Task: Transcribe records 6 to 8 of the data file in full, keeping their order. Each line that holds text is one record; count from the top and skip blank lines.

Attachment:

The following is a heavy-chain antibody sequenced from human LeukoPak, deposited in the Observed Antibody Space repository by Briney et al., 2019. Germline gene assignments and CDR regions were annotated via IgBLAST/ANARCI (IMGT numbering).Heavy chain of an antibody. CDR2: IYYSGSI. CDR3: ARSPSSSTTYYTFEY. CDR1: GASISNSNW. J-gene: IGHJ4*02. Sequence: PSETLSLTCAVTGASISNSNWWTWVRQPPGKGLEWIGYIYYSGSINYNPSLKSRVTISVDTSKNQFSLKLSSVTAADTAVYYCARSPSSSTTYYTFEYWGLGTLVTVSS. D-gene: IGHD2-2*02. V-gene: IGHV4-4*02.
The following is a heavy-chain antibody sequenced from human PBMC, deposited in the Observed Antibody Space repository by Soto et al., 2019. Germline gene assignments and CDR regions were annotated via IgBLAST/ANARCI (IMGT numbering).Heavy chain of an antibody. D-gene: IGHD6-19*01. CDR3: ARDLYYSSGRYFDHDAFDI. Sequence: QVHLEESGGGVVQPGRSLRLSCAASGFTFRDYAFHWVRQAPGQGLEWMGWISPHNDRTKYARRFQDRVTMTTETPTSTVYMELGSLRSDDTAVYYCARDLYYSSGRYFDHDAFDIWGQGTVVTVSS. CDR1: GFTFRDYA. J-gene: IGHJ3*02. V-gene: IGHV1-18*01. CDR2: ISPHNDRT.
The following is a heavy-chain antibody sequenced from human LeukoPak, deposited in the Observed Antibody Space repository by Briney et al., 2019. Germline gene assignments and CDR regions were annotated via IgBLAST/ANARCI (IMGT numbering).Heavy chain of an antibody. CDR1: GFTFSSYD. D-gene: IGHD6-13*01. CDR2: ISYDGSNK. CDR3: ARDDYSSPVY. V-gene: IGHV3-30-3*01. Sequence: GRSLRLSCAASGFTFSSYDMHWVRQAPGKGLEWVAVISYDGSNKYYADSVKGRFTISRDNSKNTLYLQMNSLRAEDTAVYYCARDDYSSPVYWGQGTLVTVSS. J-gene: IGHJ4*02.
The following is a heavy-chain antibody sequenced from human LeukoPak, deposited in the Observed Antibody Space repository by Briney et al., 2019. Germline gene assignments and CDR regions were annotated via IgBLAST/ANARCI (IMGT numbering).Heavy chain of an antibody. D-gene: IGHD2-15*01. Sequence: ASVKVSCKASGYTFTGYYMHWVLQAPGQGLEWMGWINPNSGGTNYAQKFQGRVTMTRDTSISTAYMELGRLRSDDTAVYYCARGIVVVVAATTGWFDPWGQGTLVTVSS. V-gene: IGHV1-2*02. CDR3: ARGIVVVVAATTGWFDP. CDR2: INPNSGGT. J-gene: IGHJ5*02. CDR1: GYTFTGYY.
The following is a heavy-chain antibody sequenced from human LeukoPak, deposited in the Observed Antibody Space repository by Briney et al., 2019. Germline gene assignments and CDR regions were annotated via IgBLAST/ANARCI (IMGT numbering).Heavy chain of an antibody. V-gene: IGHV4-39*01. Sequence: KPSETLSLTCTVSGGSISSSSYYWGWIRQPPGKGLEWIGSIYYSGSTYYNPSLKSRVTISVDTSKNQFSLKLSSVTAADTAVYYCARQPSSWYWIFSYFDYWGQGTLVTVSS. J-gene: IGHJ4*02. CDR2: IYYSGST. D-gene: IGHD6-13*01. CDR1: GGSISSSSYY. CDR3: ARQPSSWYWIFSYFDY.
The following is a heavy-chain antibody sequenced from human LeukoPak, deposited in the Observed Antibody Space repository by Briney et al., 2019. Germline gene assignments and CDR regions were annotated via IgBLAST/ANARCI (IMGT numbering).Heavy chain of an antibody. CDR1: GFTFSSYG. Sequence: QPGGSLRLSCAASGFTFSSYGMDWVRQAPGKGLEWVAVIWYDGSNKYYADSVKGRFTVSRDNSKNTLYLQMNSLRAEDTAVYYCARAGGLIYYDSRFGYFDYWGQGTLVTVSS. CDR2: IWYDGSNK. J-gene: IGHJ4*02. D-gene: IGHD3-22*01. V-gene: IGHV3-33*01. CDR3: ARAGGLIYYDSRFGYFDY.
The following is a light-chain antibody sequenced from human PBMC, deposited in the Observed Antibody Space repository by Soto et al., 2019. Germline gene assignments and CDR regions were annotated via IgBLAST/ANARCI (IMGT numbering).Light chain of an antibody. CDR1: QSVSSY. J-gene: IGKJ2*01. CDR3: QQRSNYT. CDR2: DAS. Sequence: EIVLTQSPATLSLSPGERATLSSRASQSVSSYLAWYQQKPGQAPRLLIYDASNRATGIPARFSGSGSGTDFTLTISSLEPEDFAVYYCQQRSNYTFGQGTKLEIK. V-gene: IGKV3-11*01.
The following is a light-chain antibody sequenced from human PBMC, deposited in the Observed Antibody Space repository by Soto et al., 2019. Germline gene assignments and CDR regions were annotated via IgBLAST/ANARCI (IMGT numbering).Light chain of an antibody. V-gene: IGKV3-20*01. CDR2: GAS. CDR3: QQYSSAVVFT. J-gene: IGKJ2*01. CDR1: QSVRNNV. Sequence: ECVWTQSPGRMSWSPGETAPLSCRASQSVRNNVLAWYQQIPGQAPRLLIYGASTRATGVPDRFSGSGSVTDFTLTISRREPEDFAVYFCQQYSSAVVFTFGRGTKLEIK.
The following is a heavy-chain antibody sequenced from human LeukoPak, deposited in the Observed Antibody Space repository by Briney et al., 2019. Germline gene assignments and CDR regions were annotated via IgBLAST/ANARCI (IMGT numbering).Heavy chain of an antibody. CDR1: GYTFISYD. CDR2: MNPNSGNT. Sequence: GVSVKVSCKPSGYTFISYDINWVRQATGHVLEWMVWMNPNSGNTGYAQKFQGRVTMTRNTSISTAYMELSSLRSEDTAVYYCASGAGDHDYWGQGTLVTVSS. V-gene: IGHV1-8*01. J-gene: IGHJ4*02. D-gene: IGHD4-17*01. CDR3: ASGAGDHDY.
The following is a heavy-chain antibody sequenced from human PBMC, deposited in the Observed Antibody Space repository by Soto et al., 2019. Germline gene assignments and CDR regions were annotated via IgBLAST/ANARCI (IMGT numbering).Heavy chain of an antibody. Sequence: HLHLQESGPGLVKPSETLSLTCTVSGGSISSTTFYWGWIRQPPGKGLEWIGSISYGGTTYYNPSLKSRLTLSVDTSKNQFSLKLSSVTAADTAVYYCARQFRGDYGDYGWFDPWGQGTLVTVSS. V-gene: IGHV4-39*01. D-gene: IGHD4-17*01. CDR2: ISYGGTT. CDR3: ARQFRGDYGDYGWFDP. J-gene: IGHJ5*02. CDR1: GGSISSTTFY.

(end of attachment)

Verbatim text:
The following is a heavy-chain antibody sequenced from human LeukoPak, deposited in the Observed Antibody Space repository by Briney et al., 2019. Germline gene assignments and CDR regions were annotated via IgBLAST/ANARCI (IMGT numbering).Heavy chain of an antibody. CDR1: GFTFSSYG. Sequence: QPGGSLRLSCAASGFTFSSYGMDWVRQAPGKGLEWVAVIWYDGSNKYYADSVKGRFTVSRDNSKNTLYLQMNSLRAEDTAVYYCARAGGLIYYDSRFGYFDYWGQGTLVTVSS. CDR2: IWYDGSNK. J-gene: IGHJ4*02. D-gene: IGHD3-22*01. V-gene: IGHV3-33*01. CDR3: ARAGGLIYYDSRFGYFDY.
The following is a light-chain antibody sequenced from human PBMC, deposited in the Observed Antibody Space repository by Soto et al., 2019. Germline gene assignments and CDR regions were annotated via IgBLAST/ANARCI (IMGT numbering).Light chain of an antibody. CDR1: QSVSSY. J-gene: IGKJ2*01. CDR3: QQRSNYT. CDR2: DAS. Sequence: EIVLTQSPATLSLSPGERATLSSRASQSVSSYLAWYQQKPGQAPRLLIYDASNRATGIPARFSGSGSGTDFTLTISSLEPEDFAVYYCQQRSNYTFGQGTKLEIK. V-gene: IGKV3-11*01.
The following is a light-chain antibody sequenced from human PBMC, deposited in the Observed Antibody Space repository by Soto et al., 2019. Germline gene assignments and CDR regions were annotated via IgBLAST/ANARCI (IMGT numbering).Light chain of an antibody. V-gene: IGKV3-20*01. CDR2: GAS. CDR3: QQYSSAVVFT. J-gene: IGKJ2*01. CDR1: QSVRNNV. Sequence: ECVWTQSPGRMSWSPGETAPLSCRASQSVRNNVLAWYQQIPGQAPRLLIYGASTRATGVPDRFSGSGSVTDFTLTISRREPEDFAVYFCQQYSSAVVFTFGRGTKLEIK.